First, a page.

How Do You Spell ROI?

Return on Investment: Everybody’s talking about ROI, but not everyone agrees on what it is. Given the various ways that I’ve heard marketers bandy about the term ROI, I wonder how many of them really understand the concept, and how many just use the term as a buzzword. There’s certainly a disconnect between the way many marketers use of the term and the traditional definition embraced by CEOs and CFOs.

Return on Investment: Everybody’s talking about ROI, but not everyone agrees on what it is.

Given the various ways that I’ve heard marketers bandy about the term ROI, I wonder how many of them really understand the concept, and how many just use the term as a buzzword.

There’s certainly a disconnect between the way many marketers use of the term and the traditional definition embraced by CEOs and CFOs.

A study by The Fournaise Group in 2012 revealed that:

  • 75 percent of CEOs think marketers misunderstand (and misuse) the “real business” definition of the words “Results,” “ROI” and “Performance” and, therefore, do not adequately speak the language of their top management.
  • 82 percent of B-to-C CEOs would like B-to-C ROI Marketers to focus on tracking, reporting and, very importantly, boosting four Key Marketing Performance Indicators: Sell-in, Sell-out, Market Share and Marketing ROI (defined as the correlation between marketing spending and the gross profit generated from it).

So CEOs clearly want marketers to get on board with the true definition of marketing ROI. You can calculate marketing ROI in two different ways:

1. Simple ROI:
Revenue attributed to Marketing Programs ÷ Marketing Costs

2. Incremental ROI:
(Revenue attributed to Marketing Programs – Marketing Costs) ÷ Marketing Costs

Either of these definitions is consistent with the classic direct marketing principles of Customer Lifetime Value (the “R”) and Allowable Acquisition Cost (the “I”).

Back in 2004, the Association of National Advertisers, in conjunction with Forrester Research, did a survey on the definition of ROI where respondents could select from a menu of meanings. The results showed that there was no definitive definition of ROI, but rather, that marketers attribute up to five different definitions of the term and many use it to refer to many (or any) marketing metrics.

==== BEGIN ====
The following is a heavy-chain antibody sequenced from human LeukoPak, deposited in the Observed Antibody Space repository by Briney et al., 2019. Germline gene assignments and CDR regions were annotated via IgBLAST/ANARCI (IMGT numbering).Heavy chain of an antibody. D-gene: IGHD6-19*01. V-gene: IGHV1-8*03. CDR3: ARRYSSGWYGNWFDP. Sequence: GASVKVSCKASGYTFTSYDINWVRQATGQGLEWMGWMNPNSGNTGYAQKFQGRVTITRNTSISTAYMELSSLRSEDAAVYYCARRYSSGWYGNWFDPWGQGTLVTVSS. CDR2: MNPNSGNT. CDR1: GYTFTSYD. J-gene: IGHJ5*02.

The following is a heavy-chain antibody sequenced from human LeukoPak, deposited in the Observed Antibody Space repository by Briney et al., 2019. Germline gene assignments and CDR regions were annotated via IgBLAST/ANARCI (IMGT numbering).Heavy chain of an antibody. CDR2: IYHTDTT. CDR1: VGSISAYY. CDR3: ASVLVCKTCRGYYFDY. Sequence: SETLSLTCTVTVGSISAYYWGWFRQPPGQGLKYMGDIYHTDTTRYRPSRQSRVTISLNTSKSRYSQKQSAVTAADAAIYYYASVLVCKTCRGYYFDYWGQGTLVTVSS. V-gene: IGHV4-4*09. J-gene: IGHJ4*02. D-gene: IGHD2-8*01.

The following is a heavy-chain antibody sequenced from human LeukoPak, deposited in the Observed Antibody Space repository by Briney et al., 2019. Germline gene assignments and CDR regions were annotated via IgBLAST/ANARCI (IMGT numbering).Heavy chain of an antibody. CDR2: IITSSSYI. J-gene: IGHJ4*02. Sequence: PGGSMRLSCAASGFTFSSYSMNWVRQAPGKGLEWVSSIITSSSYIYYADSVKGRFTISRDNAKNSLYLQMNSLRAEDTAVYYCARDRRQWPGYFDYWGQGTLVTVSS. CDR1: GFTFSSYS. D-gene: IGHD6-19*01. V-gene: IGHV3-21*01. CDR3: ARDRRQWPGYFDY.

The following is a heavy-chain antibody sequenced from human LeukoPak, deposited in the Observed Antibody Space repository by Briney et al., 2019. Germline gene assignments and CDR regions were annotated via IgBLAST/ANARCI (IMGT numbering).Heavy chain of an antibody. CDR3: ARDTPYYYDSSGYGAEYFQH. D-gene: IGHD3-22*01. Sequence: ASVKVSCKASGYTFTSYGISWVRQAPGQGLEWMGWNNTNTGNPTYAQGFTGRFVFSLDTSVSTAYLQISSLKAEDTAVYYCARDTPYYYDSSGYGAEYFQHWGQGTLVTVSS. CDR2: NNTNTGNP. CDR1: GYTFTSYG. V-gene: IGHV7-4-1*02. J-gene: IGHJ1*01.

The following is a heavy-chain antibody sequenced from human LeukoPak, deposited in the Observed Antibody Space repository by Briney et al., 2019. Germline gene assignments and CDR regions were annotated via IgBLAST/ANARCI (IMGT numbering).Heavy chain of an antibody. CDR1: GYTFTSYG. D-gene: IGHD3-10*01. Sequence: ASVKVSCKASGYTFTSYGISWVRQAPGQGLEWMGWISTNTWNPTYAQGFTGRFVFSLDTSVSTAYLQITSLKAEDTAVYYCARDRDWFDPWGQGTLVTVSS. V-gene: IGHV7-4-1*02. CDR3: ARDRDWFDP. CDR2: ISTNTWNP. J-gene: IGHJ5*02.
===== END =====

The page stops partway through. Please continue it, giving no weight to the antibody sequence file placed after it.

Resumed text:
Member Survey of Association of National Advertisers on meaning of ROI
(multiple responses allowed)

  • 66 percent Incremental sales revenue generated by marketing activities
  • 57 percent Changes in brand awareness
  • 55 percent Total sales revenue generated by marketing activities
  • 55 percent Changes in purchase intention
  • 51 percent Changes in attitudes toward the brand
  • 49 percent Changes in market share
  • 40 percent Number of leads generated
  • 34 percent Ratio of advertising costs to sales revenue
  • 34 percent Cost per lead generated
  • 30 percent Reach and frequency achieved
  • 25 percent Gross rating points delivered
  • 23 percent Cost per sale generated
  • 21 percent Post-buy analysis comparing media plan to actual media delivery
  • 19 percent Changes in the financial value of brand equity
  • 17 percent Increase in customer lifetime value
  • 6 percent Other/none of the above

While I couldn’t find an update of this study, clarity around the definition doesn’t seem to have improved in the last 10 years, given the results of The Fournaise Group survey. And the increased emphasis on digital and social media marketing in the last 10 years has probably made it worse. The Fournaise Group found that 69 percent of B-to-C CEOs believe B-to-C marketers now live too much in their creative and social media bubbles and focus too much on parameters such as “likes,” “tweets,” “feeds” or “followers.”

It’s time for marketers to stop using ROI as a buzzword for any marketing metric. You can’t measure and improve something if you don’t clearly define it.